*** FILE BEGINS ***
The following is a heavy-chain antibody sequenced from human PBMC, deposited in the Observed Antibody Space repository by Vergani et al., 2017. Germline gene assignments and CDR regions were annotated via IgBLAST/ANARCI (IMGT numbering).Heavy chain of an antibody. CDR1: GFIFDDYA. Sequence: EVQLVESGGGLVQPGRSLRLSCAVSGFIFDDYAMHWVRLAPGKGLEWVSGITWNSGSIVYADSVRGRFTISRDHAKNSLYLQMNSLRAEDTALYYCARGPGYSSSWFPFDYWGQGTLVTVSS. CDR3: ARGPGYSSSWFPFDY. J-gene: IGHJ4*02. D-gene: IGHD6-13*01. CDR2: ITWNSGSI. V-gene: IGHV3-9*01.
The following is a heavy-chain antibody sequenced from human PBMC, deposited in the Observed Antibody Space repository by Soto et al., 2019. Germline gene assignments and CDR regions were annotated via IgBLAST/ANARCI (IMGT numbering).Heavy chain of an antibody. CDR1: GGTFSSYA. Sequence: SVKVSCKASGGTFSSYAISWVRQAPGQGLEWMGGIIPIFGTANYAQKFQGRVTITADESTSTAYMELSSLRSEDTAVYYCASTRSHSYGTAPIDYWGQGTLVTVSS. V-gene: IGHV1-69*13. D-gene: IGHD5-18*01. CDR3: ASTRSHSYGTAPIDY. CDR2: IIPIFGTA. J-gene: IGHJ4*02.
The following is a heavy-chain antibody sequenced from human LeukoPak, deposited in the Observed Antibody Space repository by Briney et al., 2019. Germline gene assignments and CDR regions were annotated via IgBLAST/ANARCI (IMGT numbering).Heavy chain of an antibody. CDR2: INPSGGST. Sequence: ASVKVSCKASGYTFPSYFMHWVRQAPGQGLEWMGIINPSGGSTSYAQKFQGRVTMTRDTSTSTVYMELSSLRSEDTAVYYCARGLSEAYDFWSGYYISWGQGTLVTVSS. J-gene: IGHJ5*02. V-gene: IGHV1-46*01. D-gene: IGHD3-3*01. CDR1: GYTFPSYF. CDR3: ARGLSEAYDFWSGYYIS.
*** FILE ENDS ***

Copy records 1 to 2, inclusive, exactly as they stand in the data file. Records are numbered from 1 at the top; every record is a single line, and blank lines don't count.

The following is a heavy-chain antibody sequenced from human PBMC, deposited in the Observed Antibody Space repository by Vergani et al., 2017. Germline gene assignments and CDR regions were annotated via IgBLAST/ANARCI (IMGT numbering).Heavy chain of an antibody. CDR1: GFIFDDYA. Sequence: EVQLVESGGGLVQPGRSLRLSCAVSGFIFDDYAMHWVRLAPGKGLEWVSGITWNSGSIVYADSVRGRFTISRDHAKNSLYLQMNSLRAEDTALYYCARGPGYSSSWFPFDYWGQGTLVTVSS. CDR3: ARGPGYSSSWFPFDY. J-gene: IGHJ4*02. D-gene: IGHD6-13*01. CDR2: ITWNSGSI. V-gene: IGHV3-9*01.
The following is a heavy-chain antibody sequenced from human PBMC, deposited in the Observed Antibody Space repository by Soto et al., 2019. Germline gene assignments and CDR regions were annotated via IgBLAST/ANARCI (IMGT numbering).Heavy chain of an antibody. CDR1: GGTFSSYA. Sequence: SVKVSCKASGGTFSSYAISWVRQAPGQGLEWMGGIIPIFGTANYAQKFQGRVTITADESTSTAYMELSSLRSEDTAVYYCASTRSHSYGTAPIDYWGQGTLVTVSS. V-gene: IGHV1-69*13. D-gene: IGHD5-18*01. CDR3: ASTRSHSYGTAPIDY. CDR2: IIPIFGTA. J-gene: IGHJ4*02.